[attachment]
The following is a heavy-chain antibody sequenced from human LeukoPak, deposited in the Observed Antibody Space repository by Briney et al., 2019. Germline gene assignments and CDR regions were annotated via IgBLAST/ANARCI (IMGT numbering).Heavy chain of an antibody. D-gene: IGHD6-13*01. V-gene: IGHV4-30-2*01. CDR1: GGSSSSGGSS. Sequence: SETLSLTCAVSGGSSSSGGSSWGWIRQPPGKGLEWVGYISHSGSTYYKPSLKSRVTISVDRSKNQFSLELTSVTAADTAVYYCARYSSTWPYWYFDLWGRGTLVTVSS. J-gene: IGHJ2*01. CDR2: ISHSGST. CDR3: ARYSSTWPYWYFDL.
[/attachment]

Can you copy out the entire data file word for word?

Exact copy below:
The following is a heavy-chain antibody sequenced from human LeukoPak, deposited in the Observed Antibody Space repository by Briney et al., 2019. Germline gene assignments and CDR regions were annotated via IgBLAST/ANARCI (IMGT numbering).Heavy chain of an antibody. D-gene: IGHD6-13*01. V-gene: IGHV4-30-2*01. CDR1: GGSSSSGGSS. Sequence: SETLSLTCAVSGGSSSSGGSSWGWIRQPPGKGLEWVGYISHSGSTYYKPSLKSRVTISVDRSKNQFSLELTSVTAADTAVYYCARYSSTWPYWYFDLWGRGTLVTVSS. J-gene: IGHJ2*01. CDR2: ISHSGST. CDR3: ARYSSTWPYWYFDL.